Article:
Polaroid and Magnum Photos Team Up for First Partnership

In this age when anyone with a smartphone can pretty much call themselves a photographer, Polaroid and Magnum Photos are encouraging the unheralded with a new initiative.

Through their first partnership, the photography specialists will launch an open call starting Monday. Sharpshooters will be able to vie for a chance to get some guidance from Magnum photographers Jim Goldberg, Enri Canaj and Newsha Tavakolian. The initiative will focus on storytelling and black-and-white photography. They will have a chance to win the Polaroid I-2 Instant Camera and to be able to glean some expertise from the trio of top-shelf talent via mentorships.

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Contenders have until Aug. 12 to submit their photography portfolios – whether that be digital, analogue or Polaroid photography — and an idea for an “empathy-inspired story” via Polaroid’s site. Ten winners will be announced on Aug. 26 and each will be given a Polaroid I-2 Instant Camera and film with a technical primer.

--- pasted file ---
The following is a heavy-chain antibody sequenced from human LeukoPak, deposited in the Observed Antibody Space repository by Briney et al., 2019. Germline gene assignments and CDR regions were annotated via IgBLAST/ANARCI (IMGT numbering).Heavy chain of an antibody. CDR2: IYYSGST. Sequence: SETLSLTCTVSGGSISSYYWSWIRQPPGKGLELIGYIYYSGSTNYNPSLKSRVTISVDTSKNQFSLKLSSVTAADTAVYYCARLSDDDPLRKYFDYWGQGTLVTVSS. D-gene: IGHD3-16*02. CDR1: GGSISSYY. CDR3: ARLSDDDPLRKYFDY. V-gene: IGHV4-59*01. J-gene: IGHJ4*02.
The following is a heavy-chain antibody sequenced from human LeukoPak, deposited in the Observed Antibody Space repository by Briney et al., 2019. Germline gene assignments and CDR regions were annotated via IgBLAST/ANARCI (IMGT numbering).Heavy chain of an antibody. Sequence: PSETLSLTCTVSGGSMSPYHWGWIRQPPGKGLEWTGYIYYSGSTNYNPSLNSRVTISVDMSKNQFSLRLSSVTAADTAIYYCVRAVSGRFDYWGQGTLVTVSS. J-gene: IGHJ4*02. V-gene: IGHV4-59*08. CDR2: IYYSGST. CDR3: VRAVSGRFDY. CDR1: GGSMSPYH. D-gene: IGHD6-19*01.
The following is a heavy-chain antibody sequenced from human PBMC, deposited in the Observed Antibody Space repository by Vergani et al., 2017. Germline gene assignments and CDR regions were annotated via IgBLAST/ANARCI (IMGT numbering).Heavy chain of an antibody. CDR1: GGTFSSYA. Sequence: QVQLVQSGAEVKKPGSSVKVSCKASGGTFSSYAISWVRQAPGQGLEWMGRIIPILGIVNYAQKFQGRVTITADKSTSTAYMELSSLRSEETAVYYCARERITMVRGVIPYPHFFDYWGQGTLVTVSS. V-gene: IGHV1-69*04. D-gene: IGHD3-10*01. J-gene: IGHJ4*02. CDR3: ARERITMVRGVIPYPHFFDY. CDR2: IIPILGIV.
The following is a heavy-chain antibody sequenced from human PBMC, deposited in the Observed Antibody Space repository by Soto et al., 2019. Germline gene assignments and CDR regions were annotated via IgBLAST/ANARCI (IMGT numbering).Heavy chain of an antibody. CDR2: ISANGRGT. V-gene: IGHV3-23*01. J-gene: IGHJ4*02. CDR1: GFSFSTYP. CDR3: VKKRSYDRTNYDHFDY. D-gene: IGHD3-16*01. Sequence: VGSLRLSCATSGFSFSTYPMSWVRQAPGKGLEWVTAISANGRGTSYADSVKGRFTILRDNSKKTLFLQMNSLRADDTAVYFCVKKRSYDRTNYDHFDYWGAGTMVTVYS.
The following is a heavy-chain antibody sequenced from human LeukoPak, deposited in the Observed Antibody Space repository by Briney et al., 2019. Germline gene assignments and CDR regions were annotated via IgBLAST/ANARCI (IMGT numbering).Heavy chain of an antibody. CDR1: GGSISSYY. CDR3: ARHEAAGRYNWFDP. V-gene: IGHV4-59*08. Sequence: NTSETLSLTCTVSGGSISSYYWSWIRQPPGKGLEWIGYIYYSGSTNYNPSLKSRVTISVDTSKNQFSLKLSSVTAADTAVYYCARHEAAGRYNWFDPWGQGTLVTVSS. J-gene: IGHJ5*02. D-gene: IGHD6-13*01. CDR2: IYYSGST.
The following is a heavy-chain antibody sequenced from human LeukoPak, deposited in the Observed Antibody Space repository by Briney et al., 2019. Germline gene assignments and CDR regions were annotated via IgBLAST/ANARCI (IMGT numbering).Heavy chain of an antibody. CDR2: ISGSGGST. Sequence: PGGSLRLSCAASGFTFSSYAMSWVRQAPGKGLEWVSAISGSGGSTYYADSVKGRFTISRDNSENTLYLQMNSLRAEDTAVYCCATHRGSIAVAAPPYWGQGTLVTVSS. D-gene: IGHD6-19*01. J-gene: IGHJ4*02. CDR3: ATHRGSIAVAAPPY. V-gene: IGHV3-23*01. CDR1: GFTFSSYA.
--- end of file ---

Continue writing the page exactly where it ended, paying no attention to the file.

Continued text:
The three Magnum photographers have shown off their skills in Magnum’s “The Imperfectionists,” which highlights work shot by each using the Polaroid 1-2. Goldberg set up a pop-up studio for his “Augusta Community” series, which was shot a few years ago in Augusta, Ga. Having been committed to social practice throughout his career, Goldberg offered his subjects free prints for their time.

Enri Canaj
Enri Canaj focused on Albania.

Canaj’s “Albania” reflects the juxtaposition of bunkers from a bygone era against modernism in order to show the challenges that transplants from rural to urban areas are facing. And Tavakolian headed to Iran’s 5,603-meter-high Mount Damavand — two hours south of Tehran — to take photos of sheep herders, nomads, artists, firefighters and others. The end result is “Mount Damavand Community.”

A photo by Newsha Tavakolian.
A photo by Newsha Tavakolian.

As for the “empathy-inspired” edict — which is a buzzword of choice with marketers and advertisers — Polaroid’s global head of culture marketing, communications and social Anna Dobatkina said, “In today’s hyper-digitized world, it’s critical to preserve a core pillar of photography: human connection. We are looking for real-life storytellers and the stories that reflect the raw beauty and imperfection of life.”

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